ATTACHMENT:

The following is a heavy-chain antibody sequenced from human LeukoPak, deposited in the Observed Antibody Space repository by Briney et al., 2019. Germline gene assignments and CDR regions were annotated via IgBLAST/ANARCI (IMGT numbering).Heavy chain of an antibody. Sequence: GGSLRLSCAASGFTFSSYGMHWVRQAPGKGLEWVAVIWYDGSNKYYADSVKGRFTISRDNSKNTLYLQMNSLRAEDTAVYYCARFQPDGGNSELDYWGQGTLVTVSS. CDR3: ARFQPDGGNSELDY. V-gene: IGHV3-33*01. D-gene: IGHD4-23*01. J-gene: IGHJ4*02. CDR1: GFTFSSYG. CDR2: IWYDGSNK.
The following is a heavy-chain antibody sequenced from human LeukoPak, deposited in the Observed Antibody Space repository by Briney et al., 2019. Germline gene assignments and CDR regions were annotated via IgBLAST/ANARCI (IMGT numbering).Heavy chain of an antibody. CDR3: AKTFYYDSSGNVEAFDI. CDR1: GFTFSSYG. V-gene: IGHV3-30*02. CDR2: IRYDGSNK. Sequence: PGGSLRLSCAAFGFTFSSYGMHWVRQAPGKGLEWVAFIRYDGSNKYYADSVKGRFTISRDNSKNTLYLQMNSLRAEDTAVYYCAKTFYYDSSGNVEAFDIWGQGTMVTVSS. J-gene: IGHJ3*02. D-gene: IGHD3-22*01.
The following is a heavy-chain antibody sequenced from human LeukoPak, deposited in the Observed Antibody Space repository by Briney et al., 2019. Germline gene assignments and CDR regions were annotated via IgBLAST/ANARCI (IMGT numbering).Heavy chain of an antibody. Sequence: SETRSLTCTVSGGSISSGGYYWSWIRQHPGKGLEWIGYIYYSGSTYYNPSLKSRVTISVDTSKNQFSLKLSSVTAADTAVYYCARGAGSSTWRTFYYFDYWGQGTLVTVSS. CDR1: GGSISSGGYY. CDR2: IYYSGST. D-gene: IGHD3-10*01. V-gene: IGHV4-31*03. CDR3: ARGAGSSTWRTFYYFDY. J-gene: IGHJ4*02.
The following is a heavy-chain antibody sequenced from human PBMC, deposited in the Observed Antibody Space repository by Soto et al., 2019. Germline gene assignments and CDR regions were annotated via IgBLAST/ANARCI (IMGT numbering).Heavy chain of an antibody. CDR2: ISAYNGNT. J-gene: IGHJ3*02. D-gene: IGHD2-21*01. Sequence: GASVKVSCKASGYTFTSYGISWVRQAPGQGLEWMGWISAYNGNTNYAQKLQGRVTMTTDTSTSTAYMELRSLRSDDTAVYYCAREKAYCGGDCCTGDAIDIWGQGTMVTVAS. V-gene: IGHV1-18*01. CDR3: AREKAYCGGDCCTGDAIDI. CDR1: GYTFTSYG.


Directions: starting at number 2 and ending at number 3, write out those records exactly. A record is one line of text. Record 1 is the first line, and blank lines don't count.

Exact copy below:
The following is a heavy-chain antibody sequenced from human LeukoPak, deposited in the Observed Antibody Space repository by Briney et al., 2019. Germline gene assignments and CDR regions were annotated via IgBLAST/ANARCI (IMGT numbering).Heavy chain of an antibody. CDR3: AKTFYYDSSGNVEAFDI. CDR1: GFTFSSYG. V-gene: IGHV3-30*02. CDR2: IRYDGSNK. Sequence: PGGSLRLSCAAFGFTFSSYGMHWVRQAPGKGLEWVAFIRYDGSNKYYADSVKGRFTISRDNSKNTLYLQMNSLRAEDTAVYYCAKTFYYDSSGNVEAFDIWGQGTMVTVSS. J-gene: IGHJ3*02. D-gene: IGHD3-22*01.
The following is a heavy-chain antibody sequenced from human LeukoPak, deposited in the Observed Antibody Space repository by Briney et al., 2019. Germline gene assignments and CDR regions were annotated via IgBLAST/ANARCI (IMGT numbering).Heavy chain of an antibody. Sequence: SETRSLTCTVSGGSISSGGYYWSWIRQHPGKGLEWIGYIYYSGSTYYNPSLKSRVTISVDTSKNQFSLKLSSVTAADTAVYYCARGAGSSTWRTFYYFDYWGQGTLVTVSS. CDR1: GGSISSGGYY. CDR2: IYYSGST. D-gene: IGHD3-10*01. V-gene: IGHV4-31*03. CDR3: ARGAGSSTWRTFYYFDY. J-gene: IGHJ4*02.